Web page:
I've said it here before: Mary Oliver is my favorite poet. Her poems are an astonishing mix of gorgeous natural description, astute life lessons, helpful words of hope, brilliant spiritual assessments, and overall beauty. Reading her poetry (and even her essays in Upstream) just make me feel better. I'm drawn in by the imagery she describes, and I'm also soothed by the way she describes life. Her ability to portray life as naturally beautiful while emotionally complex cannot be beat. While I was devastated when her poetic voice was silenced forever with her death in 2019, I still adore reading her poetry and using her words to make some sense out of the messiness and pain of life.

A friend recently reminded me of "The Journey," which is the one I'm sharing this week. It's a gorgeously written call-to-arms, in this case the call being to leave negative and bad voices behind and forge your own path to do what is best for you. For a sometimes-too-sensitive soul like myself, it's an inspiring mantra. And when communicated through the stunning poetry of Mary, it's especially exhilarating.

📸 Book Snaps of the Week 📸

Cover of the Week:

Hana Khan Carries On by Uzma Jalaluddin

I'm halfway through this second book by Uzma, and it's great so far. Uzma is a Canadian writer, teacher, and columnist for the Toronto Star.

This gorgeous cover is designed by Rita Frangie. It beautifully mixes bright, neon colors; fun typography; and the traditional Muslim hijab to create a compelling contemporary look. I see this and I immediately want to dig in and find out how Hana finds love.

This book, like Uzma's debut, is an #ownvoices romance that features Muslim characters as the hero and heroine of the story. While it's, at its heart, a romance that pay homage to You've Got Mail, it also touches on real-world issues like racism, microagressions, online behavior, and capitalism. I love my romance with depth, and this book is definitely bringing that. Here's the Amazon description.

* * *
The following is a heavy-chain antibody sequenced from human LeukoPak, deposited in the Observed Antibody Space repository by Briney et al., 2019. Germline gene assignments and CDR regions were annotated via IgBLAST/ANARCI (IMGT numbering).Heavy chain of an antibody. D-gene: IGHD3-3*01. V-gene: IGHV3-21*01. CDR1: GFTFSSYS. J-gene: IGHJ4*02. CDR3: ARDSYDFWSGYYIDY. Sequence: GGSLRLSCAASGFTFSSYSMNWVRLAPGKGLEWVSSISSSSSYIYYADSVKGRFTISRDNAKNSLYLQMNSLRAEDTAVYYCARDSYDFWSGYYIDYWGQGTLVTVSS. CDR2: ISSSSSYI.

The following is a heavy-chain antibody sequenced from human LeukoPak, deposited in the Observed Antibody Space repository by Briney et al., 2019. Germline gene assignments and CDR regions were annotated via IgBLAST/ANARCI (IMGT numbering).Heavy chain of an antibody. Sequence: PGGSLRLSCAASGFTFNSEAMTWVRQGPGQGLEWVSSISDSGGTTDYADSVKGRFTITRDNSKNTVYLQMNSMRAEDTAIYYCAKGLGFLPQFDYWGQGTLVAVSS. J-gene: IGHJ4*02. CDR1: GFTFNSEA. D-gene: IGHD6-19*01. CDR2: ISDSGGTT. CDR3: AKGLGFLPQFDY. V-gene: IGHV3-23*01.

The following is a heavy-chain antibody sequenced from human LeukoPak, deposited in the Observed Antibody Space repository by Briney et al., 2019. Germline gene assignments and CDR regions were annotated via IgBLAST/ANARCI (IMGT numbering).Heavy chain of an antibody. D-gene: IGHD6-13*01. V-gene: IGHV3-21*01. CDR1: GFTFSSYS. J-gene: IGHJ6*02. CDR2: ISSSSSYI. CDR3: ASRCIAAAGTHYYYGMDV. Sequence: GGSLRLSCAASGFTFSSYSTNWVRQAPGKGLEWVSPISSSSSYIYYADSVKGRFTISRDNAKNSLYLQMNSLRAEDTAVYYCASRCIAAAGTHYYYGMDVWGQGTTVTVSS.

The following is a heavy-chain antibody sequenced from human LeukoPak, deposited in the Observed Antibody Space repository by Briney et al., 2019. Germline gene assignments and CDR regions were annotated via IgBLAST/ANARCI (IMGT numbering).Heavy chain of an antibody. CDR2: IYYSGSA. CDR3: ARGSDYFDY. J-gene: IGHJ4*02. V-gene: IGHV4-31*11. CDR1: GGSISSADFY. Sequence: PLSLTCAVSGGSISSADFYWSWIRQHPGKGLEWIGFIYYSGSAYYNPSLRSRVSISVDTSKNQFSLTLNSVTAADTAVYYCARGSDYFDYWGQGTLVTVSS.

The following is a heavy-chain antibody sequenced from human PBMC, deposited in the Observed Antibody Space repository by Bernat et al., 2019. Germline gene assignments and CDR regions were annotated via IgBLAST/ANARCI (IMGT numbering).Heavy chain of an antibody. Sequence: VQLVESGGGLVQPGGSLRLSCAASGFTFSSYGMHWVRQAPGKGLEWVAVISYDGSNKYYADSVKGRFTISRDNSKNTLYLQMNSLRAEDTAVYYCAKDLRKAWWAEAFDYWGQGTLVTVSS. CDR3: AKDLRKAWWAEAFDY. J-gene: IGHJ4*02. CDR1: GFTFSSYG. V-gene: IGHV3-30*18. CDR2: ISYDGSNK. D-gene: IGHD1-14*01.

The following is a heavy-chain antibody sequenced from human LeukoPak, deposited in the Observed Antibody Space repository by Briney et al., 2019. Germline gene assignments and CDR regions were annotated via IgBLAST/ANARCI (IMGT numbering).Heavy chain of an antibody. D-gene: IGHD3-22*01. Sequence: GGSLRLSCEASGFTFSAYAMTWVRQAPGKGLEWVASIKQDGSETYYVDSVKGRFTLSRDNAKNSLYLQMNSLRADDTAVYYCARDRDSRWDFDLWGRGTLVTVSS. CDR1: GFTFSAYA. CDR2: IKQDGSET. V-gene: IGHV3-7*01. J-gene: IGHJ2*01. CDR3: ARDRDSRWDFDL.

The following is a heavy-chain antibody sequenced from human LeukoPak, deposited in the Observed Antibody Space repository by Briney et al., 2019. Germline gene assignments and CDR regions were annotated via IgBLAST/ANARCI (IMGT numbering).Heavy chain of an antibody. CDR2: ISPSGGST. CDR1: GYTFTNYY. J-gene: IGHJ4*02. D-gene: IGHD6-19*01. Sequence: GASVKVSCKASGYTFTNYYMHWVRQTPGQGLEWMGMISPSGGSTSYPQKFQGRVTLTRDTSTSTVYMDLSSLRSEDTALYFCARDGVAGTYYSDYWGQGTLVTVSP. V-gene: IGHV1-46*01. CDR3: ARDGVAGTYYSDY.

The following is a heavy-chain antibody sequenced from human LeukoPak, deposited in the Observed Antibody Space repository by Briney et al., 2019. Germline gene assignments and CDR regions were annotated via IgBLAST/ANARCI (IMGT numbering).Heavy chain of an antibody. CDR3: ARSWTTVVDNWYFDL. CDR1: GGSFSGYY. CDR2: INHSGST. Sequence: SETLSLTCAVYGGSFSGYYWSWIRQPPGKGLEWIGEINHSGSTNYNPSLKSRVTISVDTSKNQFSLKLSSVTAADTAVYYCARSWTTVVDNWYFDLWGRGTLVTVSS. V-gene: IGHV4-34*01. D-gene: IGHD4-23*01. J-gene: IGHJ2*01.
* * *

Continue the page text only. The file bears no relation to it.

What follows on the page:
For fans of "You’ve Got Mail," a young woman juggles pursuing her dream job in radio while helping her family compete with the new halal restaurant across the street, in this sparkling new rom-com by the author of Ayesha at Last.

Sales are slow at Three Sisters Biryani Poutine, the only halal restaurant in the close-knit Golden Crescent neighborhood of Toronto. Hana waitresses there part time, but what she really wants is to tell stories on the radio. If she can just outshine her fellow intern at the city radio station, she may have a chance at landing a job. In the meantime, Hana pours her thoughts and dreams into a podcast, where she forms a lively relationship with one of her listeners. But soon she'll need all the support she can get: a new competing restaurant, a more upscale halal place, is about to open in the Golden Crescent, threatening her mother’s restaurant.

When her mysterious aunt and her teenage cousin arrive from India for a surprise visit, they draw Hana into a long-buried family secret. A hate-motivated attack on their neighborhood complicates the situation further, as does Hana's growing attraction for Aydin, the young owner of the rival restaurant--who might not be a complete stranger after all.

As life on the Golden Crescent unravels, Hana must learn to use her voice, draw on the strength of her community and decide what her future should be.

Have a GREAT week and happy reading!